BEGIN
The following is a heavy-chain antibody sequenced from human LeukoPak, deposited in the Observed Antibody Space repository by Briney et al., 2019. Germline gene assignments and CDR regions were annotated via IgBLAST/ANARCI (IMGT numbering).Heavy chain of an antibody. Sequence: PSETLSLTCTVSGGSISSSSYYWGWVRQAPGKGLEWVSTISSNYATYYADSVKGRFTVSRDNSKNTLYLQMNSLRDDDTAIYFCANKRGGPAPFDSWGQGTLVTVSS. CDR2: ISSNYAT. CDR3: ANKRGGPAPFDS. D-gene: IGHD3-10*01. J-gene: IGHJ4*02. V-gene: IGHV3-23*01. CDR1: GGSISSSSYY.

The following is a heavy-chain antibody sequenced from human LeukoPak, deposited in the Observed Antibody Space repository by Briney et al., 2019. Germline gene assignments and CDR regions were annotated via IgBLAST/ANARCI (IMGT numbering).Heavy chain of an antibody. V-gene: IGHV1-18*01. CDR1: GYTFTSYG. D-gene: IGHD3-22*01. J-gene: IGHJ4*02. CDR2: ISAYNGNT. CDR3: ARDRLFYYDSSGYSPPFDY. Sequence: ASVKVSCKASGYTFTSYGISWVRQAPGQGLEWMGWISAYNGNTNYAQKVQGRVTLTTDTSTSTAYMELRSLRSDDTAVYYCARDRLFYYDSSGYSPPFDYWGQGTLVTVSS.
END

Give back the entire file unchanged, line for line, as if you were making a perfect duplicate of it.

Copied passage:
The following is a heavy-chain antibody sequenced from human LeukoPak, deposited in the Observed Antibody Space repository by Briney et al., 2019. Germline gene assignments and CDR regions were annotated via IgBLAST/ANARCI (IMGT numbering).Heavy chain of an antibody. Sequence: PSETLSLTCTVSGGSISSSSYYWGWVRQAPGKGLEWVSTISSNYATYYADSVKGRFTVSRDNSKNTLYLQMNSLRDDDTAIYFCANKRGGPAPFDSWGQGTLVTVSS. CDR2: ISSNYAT. CDR3: ANKRGGPAPFDS. D-gene: IGHD3-10*01. J-gene: IGHJ4*02. V-gene: IGHV3-23*01. CDR1: GGSISSSSYY.

The following is a heavy-chain antibody sequenced from human LeukoPak, deposited in the Observed Antibody Space repository by Briney et al., 2019. Germline gene assignments and CDR regions were annotated via IgBLAST/ANARCI (IMGT numbering).Heavy chain of an antibody. V-gene: IGHV1-18*01. CDR1: GYTFTSYG. D-gene: IGHD3-22*01. J-gene: IGHJ4*02. CDR2: ISAYNGNT. CDR3: ARDRLFYYDSSGYSPPFDY. Sequence: ASVKVSCKASGYTFTSYGISWVRQAPGQGLEWMGWISAYNGNTNYAQKVQGRVTLTTDTSTSTAYMELRSLRSDDTAVYYCARDRLFYYDSSGYSPPFDYWGQGTLVTVSS.